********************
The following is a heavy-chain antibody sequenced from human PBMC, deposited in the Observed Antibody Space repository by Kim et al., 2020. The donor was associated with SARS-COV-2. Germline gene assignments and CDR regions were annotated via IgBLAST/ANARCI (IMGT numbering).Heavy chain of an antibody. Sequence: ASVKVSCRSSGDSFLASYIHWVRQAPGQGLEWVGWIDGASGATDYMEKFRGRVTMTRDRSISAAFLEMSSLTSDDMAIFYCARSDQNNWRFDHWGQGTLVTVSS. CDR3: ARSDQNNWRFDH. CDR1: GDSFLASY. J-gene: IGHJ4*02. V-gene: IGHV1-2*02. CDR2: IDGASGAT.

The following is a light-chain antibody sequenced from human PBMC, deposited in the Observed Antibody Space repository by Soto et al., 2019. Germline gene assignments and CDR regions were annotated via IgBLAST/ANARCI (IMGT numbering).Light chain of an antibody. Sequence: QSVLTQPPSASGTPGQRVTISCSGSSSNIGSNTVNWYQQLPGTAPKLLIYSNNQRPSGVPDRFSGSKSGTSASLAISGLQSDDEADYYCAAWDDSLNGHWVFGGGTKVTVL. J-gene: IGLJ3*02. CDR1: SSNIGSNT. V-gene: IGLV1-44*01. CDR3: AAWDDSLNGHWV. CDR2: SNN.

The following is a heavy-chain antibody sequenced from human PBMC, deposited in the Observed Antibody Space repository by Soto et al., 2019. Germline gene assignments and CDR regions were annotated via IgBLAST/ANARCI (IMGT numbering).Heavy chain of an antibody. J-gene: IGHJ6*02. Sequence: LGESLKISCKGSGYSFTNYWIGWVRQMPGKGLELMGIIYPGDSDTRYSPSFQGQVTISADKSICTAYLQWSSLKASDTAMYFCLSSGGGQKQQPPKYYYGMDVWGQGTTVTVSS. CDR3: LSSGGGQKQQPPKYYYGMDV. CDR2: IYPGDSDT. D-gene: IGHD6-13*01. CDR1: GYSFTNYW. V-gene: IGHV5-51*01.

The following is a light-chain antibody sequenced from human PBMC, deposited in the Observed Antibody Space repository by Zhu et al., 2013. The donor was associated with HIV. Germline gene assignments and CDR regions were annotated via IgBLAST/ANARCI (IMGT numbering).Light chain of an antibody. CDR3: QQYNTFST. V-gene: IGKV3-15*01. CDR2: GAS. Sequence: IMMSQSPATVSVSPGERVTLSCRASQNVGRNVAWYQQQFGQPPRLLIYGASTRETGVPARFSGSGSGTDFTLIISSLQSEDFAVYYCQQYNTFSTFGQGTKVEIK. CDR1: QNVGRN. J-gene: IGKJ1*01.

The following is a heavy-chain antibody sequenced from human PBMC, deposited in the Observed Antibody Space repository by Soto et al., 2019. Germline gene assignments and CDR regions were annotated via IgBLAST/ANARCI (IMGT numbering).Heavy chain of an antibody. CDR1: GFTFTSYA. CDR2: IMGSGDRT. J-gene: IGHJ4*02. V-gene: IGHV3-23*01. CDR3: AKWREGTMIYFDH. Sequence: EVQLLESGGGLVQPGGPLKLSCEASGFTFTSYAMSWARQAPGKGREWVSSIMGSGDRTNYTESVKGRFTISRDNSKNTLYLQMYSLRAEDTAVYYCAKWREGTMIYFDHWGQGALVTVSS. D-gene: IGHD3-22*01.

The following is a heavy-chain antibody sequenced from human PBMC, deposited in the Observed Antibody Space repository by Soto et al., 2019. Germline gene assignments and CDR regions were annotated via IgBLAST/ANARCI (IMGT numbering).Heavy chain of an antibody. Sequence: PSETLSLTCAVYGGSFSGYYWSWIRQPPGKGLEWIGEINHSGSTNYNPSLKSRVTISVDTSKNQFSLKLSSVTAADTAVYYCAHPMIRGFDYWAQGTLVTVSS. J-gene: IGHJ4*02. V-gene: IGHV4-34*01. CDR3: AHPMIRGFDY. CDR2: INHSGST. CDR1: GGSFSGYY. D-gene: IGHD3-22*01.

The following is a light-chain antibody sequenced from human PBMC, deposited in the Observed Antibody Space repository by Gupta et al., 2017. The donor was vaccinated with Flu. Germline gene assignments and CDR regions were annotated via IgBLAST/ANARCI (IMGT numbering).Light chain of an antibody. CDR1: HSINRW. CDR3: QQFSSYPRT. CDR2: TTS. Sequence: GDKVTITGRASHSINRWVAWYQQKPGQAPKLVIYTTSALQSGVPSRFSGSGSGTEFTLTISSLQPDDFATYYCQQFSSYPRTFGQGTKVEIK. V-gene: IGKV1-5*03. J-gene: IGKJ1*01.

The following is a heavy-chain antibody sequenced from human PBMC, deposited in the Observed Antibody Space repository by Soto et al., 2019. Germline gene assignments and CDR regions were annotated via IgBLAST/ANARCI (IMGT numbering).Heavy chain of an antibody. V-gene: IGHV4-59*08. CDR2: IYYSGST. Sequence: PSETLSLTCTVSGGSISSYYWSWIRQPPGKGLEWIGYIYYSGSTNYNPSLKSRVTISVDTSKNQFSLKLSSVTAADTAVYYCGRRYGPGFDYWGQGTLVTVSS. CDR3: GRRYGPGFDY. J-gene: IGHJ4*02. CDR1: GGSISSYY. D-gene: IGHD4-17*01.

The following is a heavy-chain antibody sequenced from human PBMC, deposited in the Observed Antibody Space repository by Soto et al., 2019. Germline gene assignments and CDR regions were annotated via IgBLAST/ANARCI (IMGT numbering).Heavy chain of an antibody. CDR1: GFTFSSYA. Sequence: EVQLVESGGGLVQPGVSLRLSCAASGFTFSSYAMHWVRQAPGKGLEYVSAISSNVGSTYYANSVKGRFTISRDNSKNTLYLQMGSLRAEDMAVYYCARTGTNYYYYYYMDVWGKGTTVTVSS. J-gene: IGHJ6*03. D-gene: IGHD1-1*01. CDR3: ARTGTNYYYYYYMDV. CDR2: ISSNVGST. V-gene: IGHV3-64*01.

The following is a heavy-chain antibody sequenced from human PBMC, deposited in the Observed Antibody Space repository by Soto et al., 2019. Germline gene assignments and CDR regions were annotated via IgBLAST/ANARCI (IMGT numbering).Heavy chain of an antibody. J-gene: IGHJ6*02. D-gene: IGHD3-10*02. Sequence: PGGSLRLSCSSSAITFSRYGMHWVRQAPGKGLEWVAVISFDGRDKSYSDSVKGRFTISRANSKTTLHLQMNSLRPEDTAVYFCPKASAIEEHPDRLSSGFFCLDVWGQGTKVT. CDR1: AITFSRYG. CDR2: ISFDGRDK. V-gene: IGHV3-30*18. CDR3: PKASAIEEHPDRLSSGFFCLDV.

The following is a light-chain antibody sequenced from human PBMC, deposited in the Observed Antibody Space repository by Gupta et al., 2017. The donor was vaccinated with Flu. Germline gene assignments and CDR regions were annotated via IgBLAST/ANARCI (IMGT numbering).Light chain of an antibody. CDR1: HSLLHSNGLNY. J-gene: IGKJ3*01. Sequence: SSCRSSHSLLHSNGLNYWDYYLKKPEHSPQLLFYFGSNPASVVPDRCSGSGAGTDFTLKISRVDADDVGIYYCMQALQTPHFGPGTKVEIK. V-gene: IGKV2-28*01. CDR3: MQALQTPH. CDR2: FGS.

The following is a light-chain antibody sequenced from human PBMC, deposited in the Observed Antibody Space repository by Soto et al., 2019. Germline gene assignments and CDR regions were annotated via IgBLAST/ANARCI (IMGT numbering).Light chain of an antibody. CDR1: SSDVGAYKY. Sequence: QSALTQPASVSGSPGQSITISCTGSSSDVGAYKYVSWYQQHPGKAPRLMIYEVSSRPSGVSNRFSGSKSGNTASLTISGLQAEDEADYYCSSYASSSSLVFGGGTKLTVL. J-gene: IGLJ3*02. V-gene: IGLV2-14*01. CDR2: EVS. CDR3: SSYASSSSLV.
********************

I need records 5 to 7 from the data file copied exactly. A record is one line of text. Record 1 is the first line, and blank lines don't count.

The following is a heavy-chain antibody sequenced from human PBMC, deposited in the Observed Antibody Space repository by Soto et al., 2019. Germline gene assignments and CDR regions were annotated via IgBLAST/ANARCI (IMGT numbering).Heavy chain of an antibody. CDR1: GFTFTSYA. CDR2: IMGSGDRT. J-gene: IGHJ4*02. V-gene: IGHV3-23*01. CDR3: AKWREGTMIYFDH. Sequence: EVQLLESGGGLVQPGGPLKLSCEASGFTFTSYAMSWARQAPGKGREWVSSIMGSGDRTNYTESVKGRFTISRDNSKNTLYLQMYSLRAEDTAVYYCAKWREGTMIYFDHWGQGALVTVSS. D-gene: IGHD3-22*01.

The following is a heavy-chain antibody sequenced from human PBMC, deposited in the Observed Antibody Space repository by Soto et al., 2019. Germline gene assignments and CDR regions were annotated via IgBLAST/ANARCI (IMGT numbering).Heavy chain of an antibody. Sequence: PSETLSLTCAVYGGSFSGYYWSWIRQPPGKGLEWIGEINHSGSTNYNPSLKSRVTISVDTSKNQFSLKLSSVTAADTAVYYCAHPMIRGFDYWAQGTLVTVSS. J-gene: IGHJ4*02. V-gene: IGHV4-34*01. CDR3: AHPMIRGFDY. CDR2: INHSGST. CDR1: GGSFSGYY. D-gene: IGHD3-22*01.

The following is a light-chain antibody sequenced from human PBMC, deposited in the Observed Antibody Space repository by Gupta et al., 2017. The donor was vaccinated with Flu. Germline gene assignments and CDR regions were annotated via IgBLAST/ANARCI (IMGT numbering).Light chain of an antibody. CDR1: HSINRW. CDR3: QQFSSYPRT. CDR2: TTS. Sequence: GDKVTITGRASHSINRWVAWYQQKPGQAPKLVIYTTSALQSGVPSRFSGSGSGTEFTLTISSLQPDDFATYYCQQFSSYPRTFGQGTKVEIK. V-gene: IGKV1-5*03. J-gene: IGKJ1*01.